Naropa University Offsetting Energy Usage with Colorado Carbon Fund

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By Rivi Marcus, Sustainability Liaison & Michael Bauer, Director of Sustainability at Naropa University

“As light as air” is a phrase that is often used for conveying how lightweight something is, because, hey, air floats all around us! Now, consider that heating and lighting America’s buildings resulted in 1,646 million metric tons of greenhouse gas emissions in 2015. For perspective, that is 3,629,000,000,000 pounds. Of ‘air’. In other words, air not so light.

To do our part for climate justice and carbon neutrality, the Naropa Office for Sustainability has begun a new partnership with Colorado Carbon Fund (CCF) to offset the University’s greenhouse gas emissions from purchased electricity and natural gas on Naropa’s three campuses.

Naropa University has been supporting renewable energy since 1998, when we joined Xcel Energy’s Windsource program. Windsource allows customers to purchase Renewable Energy Credits (RECs) whose funds are used solely for wind energy production and development. As part of the university’s commitment to social and economic sustainability, the Office for Sustainability decided to collaborate with CCF, a local non-profit that supports business and individuals in providing tools to reduce greenhouse gas emissions within the state of Colorado. Instead of purchasing RECs, Naropa physically “retired” our emissions from purchased electricity and natural gas through CCF’s Larimer landfill methane capture project. Not only does this keep our dollars in Colorado, supporting the local economy, but also it supports local carbon drawdown efforts while physically balancing our building emissions.

In fact, Colorado Carbon Fund’s work impacts the local economy through a variety of mechanisms. Historically, CCF has developed methane capture and rooftop solar thermal projects. Recently, their largest impact comes from connecting individuals to carbon-beneficial projects throughout Colorado with their “Go Carbon Neutral” license plate program. This is a niche that provides nearly every adult Coloradoan with an easy way to reduce their net carbon emissions.

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CCF holds “empowering individuals” as a core value and part of their larger vision. “We believe that providing a piece of the complex web of company culture through carbon reduction is an easy way to get an edge and make a real-world difference,” says CCF Program Director Brandon Welch. The license plate program helps grow the carbon drawdown industry by raising questions, providing real-world context, and an easy way for anyone with a vehicle to make a difference.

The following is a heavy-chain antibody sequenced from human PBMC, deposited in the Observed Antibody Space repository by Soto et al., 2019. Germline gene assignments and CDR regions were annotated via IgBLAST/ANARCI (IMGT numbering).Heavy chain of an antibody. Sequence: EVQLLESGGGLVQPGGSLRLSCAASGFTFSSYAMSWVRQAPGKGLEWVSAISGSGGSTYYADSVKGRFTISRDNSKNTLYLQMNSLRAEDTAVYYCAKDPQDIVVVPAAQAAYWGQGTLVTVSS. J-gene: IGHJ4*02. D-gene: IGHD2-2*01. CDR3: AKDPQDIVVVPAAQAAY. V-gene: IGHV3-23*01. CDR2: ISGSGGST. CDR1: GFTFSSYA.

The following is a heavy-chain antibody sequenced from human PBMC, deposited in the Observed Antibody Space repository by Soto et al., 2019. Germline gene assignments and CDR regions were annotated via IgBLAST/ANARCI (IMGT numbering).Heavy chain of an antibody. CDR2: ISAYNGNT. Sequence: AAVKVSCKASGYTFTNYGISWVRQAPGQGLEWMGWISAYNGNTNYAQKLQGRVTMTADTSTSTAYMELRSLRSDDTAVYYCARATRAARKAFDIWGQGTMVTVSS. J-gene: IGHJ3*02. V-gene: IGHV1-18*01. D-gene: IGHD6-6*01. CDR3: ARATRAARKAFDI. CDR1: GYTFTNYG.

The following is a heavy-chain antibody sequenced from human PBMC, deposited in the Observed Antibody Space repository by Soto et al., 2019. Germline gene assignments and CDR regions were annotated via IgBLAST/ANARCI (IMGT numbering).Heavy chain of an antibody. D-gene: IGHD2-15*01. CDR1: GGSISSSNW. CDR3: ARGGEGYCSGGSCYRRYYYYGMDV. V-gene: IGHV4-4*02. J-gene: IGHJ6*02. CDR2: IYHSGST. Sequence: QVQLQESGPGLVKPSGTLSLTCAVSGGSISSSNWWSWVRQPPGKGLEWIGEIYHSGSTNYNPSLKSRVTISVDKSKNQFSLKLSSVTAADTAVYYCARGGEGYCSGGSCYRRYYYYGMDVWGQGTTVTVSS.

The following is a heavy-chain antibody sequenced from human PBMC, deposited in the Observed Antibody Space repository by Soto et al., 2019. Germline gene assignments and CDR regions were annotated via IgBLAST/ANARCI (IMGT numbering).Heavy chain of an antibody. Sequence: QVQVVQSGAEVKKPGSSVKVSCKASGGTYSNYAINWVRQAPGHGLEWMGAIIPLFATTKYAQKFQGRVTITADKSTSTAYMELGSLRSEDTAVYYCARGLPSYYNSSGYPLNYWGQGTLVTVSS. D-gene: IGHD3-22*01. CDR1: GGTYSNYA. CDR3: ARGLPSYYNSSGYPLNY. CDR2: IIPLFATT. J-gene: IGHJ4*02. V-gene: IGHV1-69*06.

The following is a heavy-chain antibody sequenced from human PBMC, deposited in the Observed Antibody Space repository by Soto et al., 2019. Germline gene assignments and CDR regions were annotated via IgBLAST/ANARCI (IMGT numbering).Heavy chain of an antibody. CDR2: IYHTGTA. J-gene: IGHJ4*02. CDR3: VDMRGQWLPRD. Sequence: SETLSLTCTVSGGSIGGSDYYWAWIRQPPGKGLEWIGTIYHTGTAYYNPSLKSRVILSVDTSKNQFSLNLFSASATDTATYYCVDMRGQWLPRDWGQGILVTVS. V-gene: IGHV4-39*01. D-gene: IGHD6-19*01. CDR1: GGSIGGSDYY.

The Naropa Office for Sustainability is also collaborating with CCF in other innovative, embodied ways. We are in the planning stages of providing students and faculty with service learning and volunteer opportunities to engage with the land that supports us all, while connecting with local food producers and sequestering carbon in the soil. This latest effort supports farmers along the Front Range in transitioning to regenerative practices, often called ‘carbon-farming’. Carbon farming methods reduce greenhouse gas emissions from farming equipment while sequestering carbon in the local soil and vegetation. These land-management practices can cover small changes, like no-till cropping, stubble retention, and biochar amendments—or large changes like agroforestry or rotational grazing.

Taken together, practices like carbon farming can create and support a more resilient soil that rewards the farmer environmentally, culturally, and financially. As this work progresses, carbon farmers can sell a climate beneficial product that is free of agrochemicals, less labor intensive, and is Earth and heart-connected. These products can range from holistically managed beef and honey to consciously collected fibers from sheep. According to Welch, “Carbon farming is a great way to connect people with local carbon reduction projects that enable healthy soil, a happy farmer, sustainable food, and a powerful community.”

Currently, Naropa Sustainability is assessing local need and capacity, while structuring a network that integrates service into the appropriate curricula. Connecting, communicating and planning together, the Office for Sustainability will become a clearinghouse for volunteer, internship, and service-learning linkages. As a laboratory for radical innovation and practical action, we can be a leverage point for community alliances, so that each of us can live into deep community resilience.

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